The idea of Civic Engagement and public art is where the mural begins to transgress its roots of graffiti art as informal public engagement and into the mural as a publically comissioned work. In other words, the use of street art shifts from personal commentary made public, and into a calculated platform of public discourse (and the attatched community networks).
This can be seen in the immediate data map by looking at how many works are commissioned by an "official organization" and how many formerly graffiti artists are now being commissioned to do more public work, such as Manny Vega and Chico Garcia.
Using the mural as an organized platform for public engagement has come primarily from the the East Harlem Preservation Society, at least for this data set. In these cases, in addition to facilitating the construction of murals such as the Memorial for Julia de Burgos on Lexington ave. and 106th st., they have also facilitated the restoration of both "The Spirit of East Harlem" on 104th st. and Lexington ave. and "Dos Alas" on 3rd ave. and 105th st.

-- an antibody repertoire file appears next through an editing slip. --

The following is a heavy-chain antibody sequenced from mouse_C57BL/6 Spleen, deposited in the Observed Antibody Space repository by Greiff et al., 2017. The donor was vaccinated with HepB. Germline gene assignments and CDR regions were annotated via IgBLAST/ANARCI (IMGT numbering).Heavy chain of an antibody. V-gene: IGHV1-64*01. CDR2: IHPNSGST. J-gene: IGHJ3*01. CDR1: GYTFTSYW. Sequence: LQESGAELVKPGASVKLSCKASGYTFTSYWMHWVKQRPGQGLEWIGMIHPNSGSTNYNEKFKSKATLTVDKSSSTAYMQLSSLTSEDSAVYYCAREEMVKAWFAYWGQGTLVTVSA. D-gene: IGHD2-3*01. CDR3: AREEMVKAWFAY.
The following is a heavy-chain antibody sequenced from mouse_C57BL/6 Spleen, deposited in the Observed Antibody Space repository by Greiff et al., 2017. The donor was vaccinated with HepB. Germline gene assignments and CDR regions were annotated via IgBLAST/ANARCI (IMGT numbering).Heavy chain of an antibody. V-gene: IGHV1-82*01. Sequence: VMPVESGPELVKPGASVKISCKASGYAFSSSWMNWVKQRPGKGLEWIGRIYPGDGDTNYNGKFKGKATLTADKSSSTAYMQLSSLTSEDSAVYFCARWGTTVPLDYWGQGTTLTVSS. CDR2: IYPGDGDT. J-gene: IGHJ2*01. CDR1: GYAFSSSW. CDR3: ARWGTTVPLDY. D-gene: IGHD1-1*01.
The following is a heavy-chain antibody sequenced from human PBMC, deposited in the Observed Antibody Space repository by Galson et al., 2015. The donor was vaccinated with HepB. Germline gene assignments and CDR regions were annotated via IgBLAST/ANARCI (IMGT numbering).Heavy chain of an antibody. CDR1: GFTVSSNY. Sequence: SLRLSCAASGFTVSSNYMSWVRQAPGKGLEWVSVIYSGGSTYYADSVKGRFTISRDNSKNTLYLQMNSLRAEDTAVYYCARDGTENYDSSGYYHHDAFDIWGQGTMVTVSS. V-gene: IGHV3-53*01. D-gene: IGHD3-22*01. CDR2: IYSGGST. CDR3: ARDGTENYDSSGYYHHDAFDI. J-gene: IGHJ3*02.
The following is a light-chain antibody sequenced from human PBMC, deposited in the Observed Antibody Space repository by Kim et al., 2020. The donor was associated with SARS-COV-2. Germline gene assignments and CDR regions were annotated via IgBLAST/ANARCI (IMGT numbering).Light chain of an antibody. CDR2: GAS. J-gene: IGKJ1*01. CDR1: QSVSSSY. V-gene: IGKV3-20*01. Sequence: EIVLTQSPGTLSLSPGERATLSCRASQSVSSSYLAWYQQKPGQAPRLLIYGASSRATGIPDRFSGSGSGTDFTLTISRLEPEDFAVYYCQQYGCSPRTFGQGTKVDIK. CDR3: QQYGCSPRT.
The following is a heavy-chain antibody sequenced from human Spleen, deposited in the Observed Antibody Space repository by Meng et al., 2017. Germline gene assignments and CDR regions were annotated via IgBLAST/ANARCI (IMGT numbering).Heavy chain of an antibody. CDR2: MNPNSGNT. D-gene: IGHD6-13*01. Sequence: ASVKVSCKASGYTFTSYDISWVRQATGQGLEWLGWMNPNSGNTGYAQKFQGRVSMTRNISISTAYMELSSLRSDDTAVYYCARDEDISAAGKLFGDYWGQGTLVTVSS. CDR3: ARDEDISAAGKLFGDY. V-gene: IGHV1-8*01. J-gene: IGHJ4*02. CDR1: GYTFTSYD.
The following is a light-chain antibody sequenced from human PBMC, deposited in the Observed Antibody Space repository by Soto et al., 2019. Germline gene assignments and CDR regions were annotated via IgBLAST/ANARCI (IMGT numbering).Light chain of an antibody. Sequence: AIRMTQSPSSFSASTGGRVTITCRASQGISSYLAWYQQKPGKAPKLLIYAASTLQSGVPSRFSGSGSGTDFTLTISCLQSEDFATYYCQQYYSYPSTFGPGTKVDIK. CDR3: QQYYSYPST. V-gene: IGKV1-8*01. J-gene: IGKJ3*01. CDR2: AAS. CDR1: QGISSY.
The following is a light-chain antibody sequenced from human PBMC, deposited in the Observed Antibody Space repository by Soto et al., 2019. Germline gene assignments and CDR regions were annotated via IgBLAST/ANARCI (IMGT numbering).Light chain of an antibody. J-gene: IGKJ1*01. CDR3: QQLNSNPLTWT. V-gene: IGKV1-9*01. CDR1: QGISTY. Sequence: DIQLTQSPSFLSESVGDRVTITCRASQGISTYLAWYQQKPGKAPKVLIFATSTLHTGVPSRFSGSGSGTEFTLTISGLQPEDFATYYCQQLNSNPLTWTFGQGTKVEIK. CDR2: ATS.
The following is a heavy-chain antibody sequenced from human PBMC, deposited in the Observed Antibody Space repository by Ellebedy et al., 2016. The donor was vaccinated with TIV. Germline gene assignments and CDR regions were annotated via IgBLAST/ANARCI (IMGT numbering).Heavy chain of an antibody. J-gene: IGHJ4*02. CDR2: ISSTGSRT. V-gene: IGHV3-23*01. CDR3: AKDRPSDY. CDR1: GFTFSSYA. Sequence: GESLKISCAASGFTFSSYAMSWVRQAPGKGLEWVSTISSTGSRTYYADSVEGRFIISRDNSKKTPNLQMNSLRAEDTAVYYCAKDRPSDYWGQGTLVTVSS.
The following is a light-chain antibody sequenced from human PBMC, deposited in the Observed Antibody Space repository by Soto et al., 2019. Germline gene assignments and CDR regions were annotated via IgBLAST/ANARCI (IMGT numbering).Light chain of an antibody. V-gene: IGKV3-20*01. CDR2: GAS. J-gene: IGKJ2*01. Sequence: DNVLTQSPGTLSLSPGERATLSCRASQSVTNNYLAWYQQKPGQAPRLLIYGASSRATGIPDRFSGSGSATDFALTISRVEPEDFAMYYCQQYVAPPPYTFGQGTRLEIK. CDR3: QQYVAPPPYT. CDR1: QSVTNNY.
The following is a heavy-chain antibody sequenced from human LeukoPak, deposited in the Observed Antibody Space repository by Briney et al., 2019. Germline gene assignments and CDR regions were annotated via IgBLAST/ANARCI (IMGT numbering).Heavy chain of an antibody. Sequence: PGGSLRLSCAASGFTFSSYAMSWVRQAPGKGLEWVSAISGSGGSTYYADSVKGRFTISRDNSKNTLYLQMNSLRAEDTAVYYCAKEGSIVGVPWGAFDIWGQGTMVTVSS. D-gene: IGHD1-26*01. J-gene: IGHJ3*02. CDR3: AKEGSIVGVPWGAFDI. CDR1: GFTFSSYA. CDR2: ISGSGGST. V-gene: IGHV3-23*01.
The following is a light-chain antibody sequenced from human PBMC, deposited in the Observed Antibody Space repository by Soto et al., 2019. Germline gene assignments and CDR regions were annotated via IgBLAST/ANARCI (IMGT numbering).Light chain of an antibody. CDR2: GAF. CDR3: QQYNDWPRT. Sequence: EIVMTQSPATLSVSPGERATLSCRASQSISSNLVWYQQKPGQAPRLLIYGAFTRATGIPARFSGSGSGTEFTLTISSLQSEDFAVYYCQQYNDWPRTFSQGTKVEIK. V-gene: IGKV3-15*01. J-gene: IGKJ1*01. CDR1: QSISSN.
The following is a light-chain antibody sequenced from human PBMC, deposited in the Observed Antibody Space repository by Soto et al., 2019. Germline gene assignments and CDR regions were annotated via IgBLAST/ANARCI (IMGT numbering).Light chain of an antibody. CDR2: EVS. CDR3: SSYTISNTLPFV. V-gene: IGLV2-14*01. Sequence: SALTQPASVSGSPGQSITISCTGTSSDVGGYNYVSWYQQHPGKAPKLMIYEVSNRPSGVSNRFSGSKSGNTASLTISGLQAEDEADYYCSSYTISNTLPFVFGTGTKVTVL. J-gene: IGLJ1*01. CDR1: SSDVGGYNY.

(Photo by:East Harlem News)
While El Museo el Barrio and the Julia de Burgos Latino Cultural Center were not explicitly involved in constructing or restoring murals, they have been involved in cultivating a community understanding of the importance of murals in East Harlem as an essential attribute of the neighborhood, and a pride in the neighborhood itself.
Records for the Restoration of "the Spirit of East Harlem":
Records for the Restoration of "Dos Alas":
by heinl556, at Dec. 17, 2011, 7:39 p.m.
by heinl556, at Dec. 17, 2011, 7:34 p.m.
by heinl556, at Dec. 17, 2011, 7:28 p.m.
by heinl556, at Dec. 17, 2011, 6:26 p.m.
by heinl556, at Dec. 17, 2011, 4:50 p.m.
by heinl556, at Dec. 17, 2011, 4:23 p.m.
by heinl556, at Dec. 16, 2011, 1:11 p.m.
by heinl556, at Dec. 16, 2011, 12:27 p.m.
by heinl556, at Dec. 8, 2011, 12:03 a.m.